Loneliness: The Silent Struggle

In today’s world, we are more connected than ever, and with the push of a few buttons you can talk to a loved one on the other side of the world in an instant.

Despite the ease at which we can call or message the ones we love, we have never been more disconnected with one another as we are now.

The recent lockdowns due to coronavirus have highlighted just how important human connection is, and seeing our family and friends was one of the things we missed the most.

No one should go through life alone.

Unfortunately for others, the coronavirus lockdown made them feel more alone than ever.

Loneliness levels are at an all time high and a staggering one in four Australians reported feeling lonely at least once a week.

The health affects of loneliness are severe and include depression and anxiety, as well as high blood pressure, Alzheimer’s, weakened immunity and weight gain.

Loneliness does not discriminate and is felt by people of all ages, genders and demographics. It is felt by those who have lost a partner, single parents, carers, the elderly and those living with a disability.

Humans need social interaction to function: it’s hardwired into our brains to seek out company, as we once needed this connection with others in order to share resources and survive.

Even though we are living in a modern world, this hardwired need hasn’t gone away, and we begin to suffer when our social needs aren’t being met.

So how can we help those who may be feeling lonely?

Here are four simple ways to reach out.


1: Get to know your neighbours.

How many of us can truly say we know our neighbours?

Getting to know your neighbours can result in friendships that last a lifetime.

Having a good relationship with the people who live close to you is important in many ways, and these friendships can often last long after you move away.

Some of the people on your street may be experiencing loneliness. Consider those who may be widowed, single parents, the disabled, carers and those living with chronic illnesses.

A simple knock on the door, followed by introducing yourself (and maybe even bringing along a batch of freshly baked treats) is enough to break the ice and start a friendship that could last a lifetime.

Your neighbours will feel less lonely knowing that there is someone just across the street to turn to if they need it, and you can rest easy knowing you can turn to them too.


2: Volunteer.

There are so many different volunteering opportunities you can get involved in that can help ease the loneliness of others.

Some aged care homes invite volunteers to drop in on a regular basis and simply sit and chat with the residents, some of whom have lived incredible lives and have some interesting stories to tell!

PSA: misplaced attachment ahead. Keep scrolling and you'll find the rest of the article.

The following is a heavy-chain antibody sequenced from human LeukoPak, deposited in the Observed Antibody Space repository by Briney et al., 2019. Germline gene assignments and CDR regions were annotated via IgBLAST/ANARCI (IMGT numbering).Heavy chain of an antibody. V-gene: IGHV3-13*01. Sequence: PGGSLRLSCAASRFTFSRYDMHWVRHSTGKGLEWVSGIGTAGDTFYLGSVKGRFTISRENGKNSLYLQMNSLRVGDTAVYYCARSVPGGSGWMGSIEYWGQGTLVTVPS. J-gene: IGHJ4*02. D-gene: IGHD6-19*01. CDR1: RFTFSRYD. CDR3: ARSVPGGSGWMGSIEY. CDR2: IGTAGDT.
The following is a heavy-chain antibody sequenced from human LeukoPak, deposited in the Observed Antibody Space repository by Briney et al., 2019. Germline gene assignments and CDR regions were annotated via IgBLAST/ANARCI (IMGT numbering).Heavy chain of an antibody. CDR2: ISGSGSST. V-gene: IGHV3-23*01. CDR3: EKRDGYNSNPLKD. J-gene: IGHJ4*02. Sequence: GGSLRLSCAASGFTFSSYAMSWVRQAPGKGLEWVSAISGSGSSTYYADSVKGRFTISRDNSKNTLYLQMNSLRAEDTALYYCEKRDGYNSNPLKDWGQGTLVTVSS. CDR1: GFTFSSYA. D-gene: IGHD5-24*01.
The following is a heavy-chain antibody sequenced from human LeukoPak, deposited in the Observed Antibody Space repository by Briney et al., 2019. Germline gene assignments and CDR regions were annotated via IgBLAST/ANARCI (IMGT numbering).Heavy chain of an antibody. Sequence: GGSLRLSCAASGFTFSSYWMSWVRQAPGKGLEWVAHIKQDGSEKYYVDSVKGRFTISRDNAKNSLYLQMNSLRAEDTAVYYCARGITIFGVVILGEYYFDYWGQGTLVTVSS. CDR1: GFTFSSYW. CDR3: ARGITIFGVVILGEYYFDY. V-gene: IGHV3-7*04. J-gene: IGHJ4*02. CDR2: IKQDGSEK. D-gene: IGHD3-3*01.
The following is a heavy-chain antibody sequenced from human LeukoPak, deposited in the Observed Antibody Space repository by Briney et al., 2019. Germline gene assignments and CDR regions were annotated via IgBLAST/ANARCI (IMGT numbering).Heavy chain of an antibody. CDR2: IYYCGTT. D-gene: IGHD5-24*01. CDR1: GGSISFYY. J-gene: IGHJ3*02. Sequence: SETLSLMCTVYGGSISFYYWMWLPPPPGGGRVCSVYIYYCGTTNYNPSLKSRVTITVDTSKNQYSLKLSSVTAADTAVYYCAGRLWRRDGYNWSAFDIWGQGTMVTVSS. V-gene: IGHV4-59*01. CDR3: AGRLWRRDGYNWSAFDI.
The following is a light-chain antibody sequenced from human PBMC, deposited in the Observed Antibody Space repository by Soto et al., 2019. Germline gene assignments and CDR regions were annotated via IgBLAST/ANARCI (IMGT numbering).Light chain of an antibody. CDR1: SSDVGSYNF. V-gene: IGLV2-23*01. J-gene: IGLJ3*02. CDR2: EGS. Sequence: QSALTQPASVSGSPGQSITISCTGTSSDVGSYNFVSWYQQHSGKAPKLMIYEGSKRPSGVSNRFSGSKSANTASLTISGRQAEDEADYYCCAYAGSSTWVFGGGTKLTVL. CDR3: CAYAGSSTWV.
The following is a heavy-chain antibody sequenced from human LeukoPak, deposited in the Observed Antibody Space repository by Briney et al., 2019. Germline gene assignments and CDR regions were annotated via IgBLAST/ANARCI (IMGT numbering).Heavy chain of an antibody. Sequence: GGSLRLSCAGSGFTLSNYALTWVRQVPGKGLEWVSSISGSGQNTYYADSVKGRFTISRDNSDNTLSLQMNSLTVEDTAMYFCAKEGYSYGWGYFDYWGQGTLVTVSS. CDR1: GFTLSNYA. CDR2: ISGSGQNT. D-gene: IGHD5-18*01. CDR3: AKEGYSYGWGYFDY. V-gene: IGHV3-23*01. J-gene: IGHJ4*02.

For some people, this might be the only social interaction they will have outside of nursing staff and other residents, making this interaction more important than ever for their social, and in turn, overall well-being.

If you’ve got a couple spare hours and a good ear for listening, this might be the volunteer work for you!


3: Phone a friend.

Can you think of a loved one you haven’t spoken to in a while?

A phone or video call is a great way to stop people feeling isolated.

A simple phone call to check in and see how they’re doing is a wonderful and simple way to communicate with those loved ones you suspect may be feeling a bit lonely.

Today, technology surpasses all distance, meaning you can call or video chat with anyone anywhere in the world, making this an excellent way to keep in touch with those who live far away.

A phone call is also a great way to connect and catch up with those with limited mobility.



4: Organise regular catch ups.

Whether it’s once a week or once a month, organising a regular catch up with someone can make a world of difference.

Whether you can only spare a couple of hours a week or a whole day, a regular catch up can make a world of difference to both parties, as well as strengthen friendship bonds.

There is new research to suggest that regular social activity can reduce cognitive decline in elderly people, making these catch ups good for you brain too!


As you can see, there are many different ways to help the people around us feel less lonely, and it all starts with reaching out.

By working on building meaningful connections with those around us, we can ensure the happiness and well-being of all parties.

No one should have to go through life alone, and we have the power to make sure they don’t.

Now go and make that call.

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